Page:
Grain Growers of Canada lobbies Parliament Hill

Agriculture can help restart Canada’s economy and the federal government can help by addressing some issues

Agriculture can help revitalize Canada’s post-COVID economy, but the federal government should clear the track for the sector.

That means updating regulations to encourage technological innovation, improving market access for agricultural exports and recognizing farm practices that help the environment, says the Grain Growers of Canada (GGC).

The organization, which represents 15 regional, provincial and national grain farmer groups, took that message to Ottawa last week during its post-harvest lobby effort, GGC executive director Erin Gowriluk, said in an interview Nov. 17.

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“Our theme is ‘Growing Back Better’ and we’re building on the government plan to build back better,” she said. “That’s really about what Canadian farmers need to position the sector as one that is really going to contribute to the post-pandemic economic recovery.”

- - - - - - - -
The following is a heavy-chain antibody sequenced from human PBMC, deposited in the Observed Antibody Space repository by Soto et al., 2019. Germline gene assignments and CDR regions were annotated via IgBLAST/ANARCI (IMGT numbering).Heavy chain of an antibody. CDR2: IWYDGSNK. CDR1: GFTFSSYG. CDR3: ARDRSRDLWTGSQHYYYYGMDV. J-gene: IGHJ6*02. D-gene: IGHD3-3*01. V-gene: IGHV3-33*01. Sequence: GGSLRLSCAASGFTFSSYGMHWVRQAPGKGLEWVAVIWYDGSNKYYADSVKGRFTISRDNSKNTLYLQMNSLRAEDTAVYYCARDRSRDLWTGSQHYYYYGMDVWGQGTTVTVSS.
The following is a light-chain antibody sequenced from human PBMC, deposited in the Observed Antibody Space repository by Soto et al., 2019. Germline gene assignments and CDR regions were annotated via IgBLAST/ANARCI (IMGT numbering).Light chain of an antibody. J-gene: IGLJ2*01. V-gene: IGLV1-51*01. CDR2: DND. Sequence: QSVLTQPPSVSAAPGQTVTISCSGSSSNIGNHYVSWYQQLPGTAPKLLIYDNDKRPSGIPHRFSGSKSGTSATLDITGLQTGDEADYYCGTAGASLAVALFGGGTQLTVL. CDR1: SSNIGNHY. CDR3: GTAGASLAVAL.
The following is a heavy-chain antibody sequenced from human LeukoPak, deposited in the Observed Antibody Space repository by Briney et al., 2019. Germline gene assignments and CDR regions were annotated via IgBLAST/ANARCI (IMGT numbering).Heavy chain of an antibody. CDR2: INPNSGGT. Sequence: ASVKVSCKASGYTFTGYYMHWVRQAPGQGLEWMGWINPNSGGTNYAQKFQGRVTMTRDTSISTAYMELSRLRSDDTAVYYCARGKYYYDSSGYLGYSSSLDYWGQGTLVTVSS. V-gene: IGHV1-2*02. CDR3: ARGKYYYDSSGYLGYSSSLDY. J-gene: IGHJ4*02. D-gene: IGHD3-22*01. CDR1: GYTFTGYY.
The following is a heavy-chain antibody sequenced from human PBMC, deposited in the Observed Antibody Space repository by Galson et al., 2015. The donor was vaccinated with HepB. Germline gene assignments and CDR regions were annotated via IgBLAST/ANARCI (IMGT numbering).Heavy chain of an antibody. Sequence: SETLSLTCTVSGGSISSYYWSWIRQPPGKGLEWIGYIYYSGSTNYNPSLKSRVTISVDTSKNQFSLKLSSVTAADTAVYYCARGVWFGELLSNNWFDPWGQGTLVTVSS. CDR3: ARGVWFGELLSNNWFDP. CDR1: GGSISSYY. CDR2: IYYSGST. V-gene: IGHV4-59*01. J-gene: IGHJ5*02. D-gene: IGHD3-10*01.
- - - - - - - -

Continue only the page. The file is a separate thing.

Why it matters: The federal government has identified increased agriculture and food exports as a way to boost Canada’s economy, but the Grain Growers of Canada says the federal government can help agriculture to do more.

Canadian farmers rely heavily on exports, but there are no exports without access to international markets. The Canadian government has focused on negotiating and ratifying new trade agreements.

“We are actually calling on the government for a policy pivot with respect to international trade,” Gowriluk said.

“Let’s implement and enforce those trade deals. And then let’s look very closely at the market access challenges we’re having in India and China where we don’t have free trade agreements, but we do need more government support.”

In March 2019 China all but ceased importing canola seed from Canada, claiming it was contaminated with weed seeds and plant diseases. But it was widely believed to be in retaliation for Canada’s arrest of Chinese tech giant Huawei chief financial officer Meng Wanzhou in Vancouver in December 2018 at the United States government’s behest.